Counseling, or also called therapy, is a collaborate process where the therapist and the client work together toward a treatment goal. Counseling can help people make changes in thinking, feeling, and behaving. With counseling, a client can find potential solutions to problems which cause emotional turmoil; seek to improve communication, emotion-regulation, and coping skills; strengthen self-esteem; and promote behavior change and optimal mental health. For some people, this can be a short process, such as 1 or 2 sessions with a non-judgment, supportive therapist; for others, the process may be longer. Ideally, counseling is terminated when the problem that the client pursued becomes more manageable or is resolved.
Tele-mental health, or often called online therapy, is when a counselor provides counseling or support over the internet through email, videoconferencing, online chat, or a phone call. We currently offer tele-mental health services through a HIPAA-compliant videoconference platform. The advantages of virtual delivery of psychotherapy include reduced stigmatization, increased convenience for clients, and improved provider efficiency. Most importantly, tele-mental health services allow the ability for us and for you to be safe in the current COVID-19 environment. Tele-mental health is a safe alternative to in-person counseling sessions and is just as effective!
A psychological evaluation is when a psychologist uses tests and other assessment tools to measure and observe a client's behavior to arrive at a diagnosis and guide treatment. A psychological evaluation can include a clinical interview, questionnaires, norm-referenced psychological tests, informal tests and surveys, interview information, school or medical records, medical evaluation and observational data. We currently offer a psychological evaluation for general diagnosis and treatment purposes, as well as specific evaluations such as psychoeducational evaluations, psychosexual evaluations, risk assessments, and substance abuse assessments.
Depression makes one feel in a constant stage of sadness or lack interest is things once enjoyed. Throughout one’s life they may feel sad or down. It’s normal to feel sad or down at times when it is a reaction to loss or life's challenges. However, when sadness becomes more extreme; which would include feelings of helpless, hopeless and worthless lasts for many days to weeks and eliminated the ability to living your life, it may be more than sadness.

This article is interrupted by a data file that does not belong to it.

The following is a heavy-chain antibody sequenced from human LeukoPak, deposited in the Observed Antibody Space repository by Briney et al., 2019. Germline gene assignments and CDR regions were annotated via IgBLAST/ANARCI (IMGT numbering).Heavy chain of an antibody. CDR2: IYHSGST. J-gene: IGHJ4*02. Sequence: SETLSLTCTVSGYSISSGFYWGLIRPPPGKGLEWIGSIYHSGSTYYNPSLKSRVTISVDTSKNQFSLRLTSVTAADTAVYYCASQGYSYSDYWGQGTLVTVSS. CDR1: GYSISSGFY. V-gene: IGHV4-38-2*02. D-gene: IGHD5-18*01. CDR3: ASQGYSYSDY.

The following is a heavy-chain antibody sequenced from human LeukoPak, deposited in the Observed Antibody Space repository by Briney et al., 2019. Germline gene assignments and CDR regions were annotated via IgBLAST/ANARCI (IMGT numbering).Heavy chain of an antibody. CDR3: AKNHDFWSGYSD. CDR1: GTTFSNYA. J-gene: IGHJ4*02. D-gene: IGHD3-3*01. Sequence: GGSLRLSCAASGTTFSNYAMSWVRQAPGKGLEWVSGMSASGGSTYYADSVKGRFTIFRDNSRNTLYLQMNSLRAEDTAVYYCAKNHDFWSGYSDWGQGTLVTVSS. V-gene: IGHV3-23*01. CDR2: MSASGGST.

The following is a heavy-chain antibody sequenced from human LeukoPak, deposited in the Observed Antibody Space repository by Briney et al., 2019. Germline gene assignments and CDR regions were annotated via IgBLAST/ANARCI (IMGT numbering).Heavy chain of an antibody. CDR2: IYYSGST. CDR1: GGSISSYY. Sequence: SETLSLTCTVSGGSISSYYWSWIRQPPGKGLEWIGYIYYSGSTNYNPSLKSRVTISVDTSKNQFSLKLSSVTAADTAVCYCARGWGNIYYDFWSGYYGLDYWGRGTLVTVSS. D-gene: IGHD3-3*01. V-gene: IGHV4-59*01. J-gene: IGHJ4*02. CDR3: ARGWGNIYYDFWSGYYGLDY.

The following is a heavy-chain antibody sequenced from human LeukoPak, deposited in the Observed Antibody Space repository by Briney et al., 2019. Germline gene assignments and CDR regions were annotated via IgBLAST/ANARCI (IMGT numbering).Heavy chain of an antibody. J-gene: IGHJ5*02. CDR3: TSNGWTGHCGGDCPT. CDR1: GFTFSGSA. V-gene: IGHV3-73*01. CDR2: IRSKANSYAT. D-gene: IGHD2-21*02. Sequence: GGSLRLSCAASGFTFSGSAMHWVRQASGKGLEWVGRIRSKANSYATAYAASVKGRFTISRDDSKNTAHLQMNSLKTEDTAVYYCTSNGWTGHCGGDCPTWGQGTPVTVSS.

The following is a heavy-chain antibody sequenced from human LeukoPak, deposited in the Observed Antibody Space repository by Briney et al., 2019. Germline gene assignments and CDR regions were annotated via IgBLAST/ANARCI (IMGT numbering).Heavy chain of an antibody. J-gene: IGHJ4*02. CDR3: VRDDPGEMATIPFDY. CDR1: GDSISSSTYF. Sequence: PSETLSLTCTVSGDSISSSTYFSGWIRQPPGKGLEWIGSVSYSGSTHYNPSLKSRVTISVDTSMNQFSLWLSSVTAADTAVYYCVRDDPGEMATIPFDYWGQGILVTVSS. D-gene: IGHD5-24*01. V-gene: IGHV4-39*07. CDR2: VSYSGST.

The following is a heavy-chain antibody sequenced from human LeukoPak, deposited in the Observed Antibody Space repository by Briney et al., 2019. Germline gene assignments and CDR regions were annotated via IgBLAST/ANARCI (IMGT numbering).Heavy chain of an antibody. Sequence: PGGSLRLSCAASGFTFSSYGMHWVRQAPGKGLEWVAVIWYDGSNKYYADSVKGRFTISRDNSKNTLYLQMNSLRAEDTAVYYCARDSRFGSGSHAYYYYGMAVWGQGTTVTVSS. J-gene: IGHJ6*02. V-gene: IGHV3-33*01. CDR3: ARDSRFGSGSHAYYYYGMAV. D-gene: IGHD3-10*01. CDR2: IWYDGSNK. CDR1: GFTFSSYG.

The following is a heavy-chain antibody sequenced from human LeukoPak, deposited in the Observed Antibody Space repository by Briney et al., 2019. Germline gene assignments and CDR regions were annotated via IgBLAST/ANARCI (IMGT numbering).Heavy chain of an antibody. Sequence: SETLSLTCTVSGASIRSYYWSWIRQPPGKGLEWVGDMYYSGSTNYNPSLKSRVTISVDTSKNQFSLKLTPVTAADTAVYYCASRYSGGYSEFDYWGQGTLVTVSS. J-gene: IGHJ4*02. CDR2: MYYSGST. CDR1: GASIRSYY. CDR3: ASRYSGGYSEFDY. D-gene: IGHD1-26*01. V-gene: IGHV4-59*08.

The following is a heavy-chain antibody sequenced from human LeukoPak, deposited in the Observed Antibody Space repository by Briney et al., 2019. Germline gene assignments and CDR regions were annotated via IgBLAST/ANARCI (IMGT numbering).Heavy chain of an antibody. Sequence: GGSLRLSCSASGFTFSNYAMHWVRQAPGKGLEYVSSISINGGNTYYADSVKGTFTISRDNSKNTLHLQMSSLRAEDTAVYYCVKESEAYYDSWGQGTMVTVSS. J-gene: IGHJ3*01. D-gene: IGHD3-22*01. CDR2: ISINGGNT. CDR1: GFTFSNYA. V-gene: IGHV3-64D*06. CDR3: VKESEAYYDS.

Anxiety is the mind and body’s reaction to a stressful, dangerous or unfamiliar situation. It causes feelings of being uneasy and distressed and may cause physiological symptoms of heart rapidly beating, head pounding or sweating, to name a few. A certain amount of anxiety allows one to stay aware and alert of surroundings, however, one struggling with anxiety disorder it feels more debilitating.
Depression and anxiety can have similar physiological symptoms; such as, nervousness, difficulty sleeping, irritability and difficulty with concentration. Each disorder has its own defined causes with different emotional and behavioral symptoms. Often times one who has a history of an anxiety disorder in earlier life may develop depression. There is not sufficient evidence that one disorder will cause the other; however, one can have the diagnosis of both depression and anxiety.
Post-Traumatic Stress Disorder (PTSD) is triggered by a traumatic event; an individual can either experience it or witness it. Symptoms may include flashbacks, nightmares and anxiety. In addition, uncontrollable thoughts about the event can occur. Majority of people who go through traumatic events may have some trouble adjusting and coping; yet with time and positive self-care, they usually adjust back to normal life. However, if symptoms do not resolve or get worse with lasting for months or even years and interferes with day-to-day functioning, PTSD may be the cause.
Acute stress is an intense, unpleasant and dysfunctional reaction beginning shortly after a traumatic or highly stressful event and lasting less than a month. If symptoms persist longer than a month, people may be diagnosed with posttraumatic stress disorder (PTSD).
Trauma-informed care is a strengths based approach that has an understanding of the influence of trauma has on an individual. Trauma informed care emphasizes physical, psychological and emotional safety for both providers and clients while creating opportunities for an individual to rebuild a sense of control and empowerment.
Accelerated Resolution Therapy (ART) is an emerging, efficient therapy for PTSD and other mental health symptoms. It is an evidence-based process derived from other evidence-based modalities, such as Eye-Movement Desensitization and Reprocessing (EMDR), to help resolve symptoms quickly (usually in 1-5 sessions). It fosters rapid recovery by reprogramming how the brain stores traumatic memories and imagery. The treatment program incorporates memory visualization techniques that are enhanced by the use of horizontal eye movements, as well as memory reconsolidation, a way in which new information is incorporated into existing memories.